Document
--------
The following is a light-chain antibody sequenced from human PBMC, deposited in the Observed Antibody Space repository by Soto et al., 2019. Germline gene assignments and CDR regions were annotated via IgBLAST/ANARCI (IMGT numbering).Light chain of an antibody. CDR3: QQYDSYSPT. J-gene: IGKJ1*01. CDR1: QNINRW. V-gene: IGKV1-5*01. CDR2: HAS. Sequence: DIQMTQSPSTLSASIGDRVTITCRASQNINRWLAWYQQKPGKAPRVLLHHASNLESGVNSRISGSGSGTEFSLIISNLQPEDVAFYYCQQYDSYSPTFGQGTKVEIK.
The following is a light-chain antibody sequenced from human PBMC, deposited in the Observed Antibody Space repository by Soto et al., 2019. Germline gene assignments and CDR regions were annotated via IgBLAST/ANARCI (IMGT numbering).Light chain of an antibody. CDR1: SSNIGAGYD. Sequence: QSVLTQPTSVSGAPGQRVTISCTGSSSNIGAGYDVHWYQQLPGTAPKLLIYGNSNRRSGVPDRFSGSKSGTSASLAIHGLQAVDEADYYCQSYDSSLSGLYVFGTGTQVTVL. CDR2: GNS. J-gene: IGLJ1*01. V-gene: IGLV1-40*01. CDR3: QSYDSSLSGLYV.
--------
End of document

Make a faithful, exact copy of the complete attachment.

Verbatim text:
The following is a light-chain antibody sequenced from human PBMC, deposited in the Observed Antibody Space repository by Soto et al., 2019. Germline gene assignments and CDR regions were annotated via IgBLAST/ANARCI (IMGT numbering).Light chain of an antibody. CDR3: QQYDSYSPT. J-gene: IGKJ1*01. CDR1: QNINRW. V-gene: IGKV1-5*01. CDR2: HAS. Sequence: DIQMTQSPSTLSASIGDRVTITCRASQNINRWLAWYQQKPGKAPRVLLHHASNLESGVNSRISGSGSGTEFSLIISNLQPEDVAFYYCQQYDSYSPTFGQGTKVEIK.
The following is a light-chain antibody sequenced from human PBMC, deposited in the Observed Antibody Space repository by Soto et al., 2019. Germline gene assignments and CDR regions were annotated via IgBLAST/ANARCI (IMGT numbering).Light chain of an antibody. CDR1: SSNIGAGYD. Sequence: QSVLTQPTSVSGAPGQRVTISCTGSSSNIGAGYDVHWYQQLPGTAPKLLIYGNSNRRSGVPDRFSGSKSGTSASLAIHGLQAVDEADYYCQSYDSSLSGLYVFGTGTQVTVL. CDR2: GNS. J-gene: IGLJ1*01. V-gene: IGLV1-40*01. CDR3: QSYDSSLSGLYV.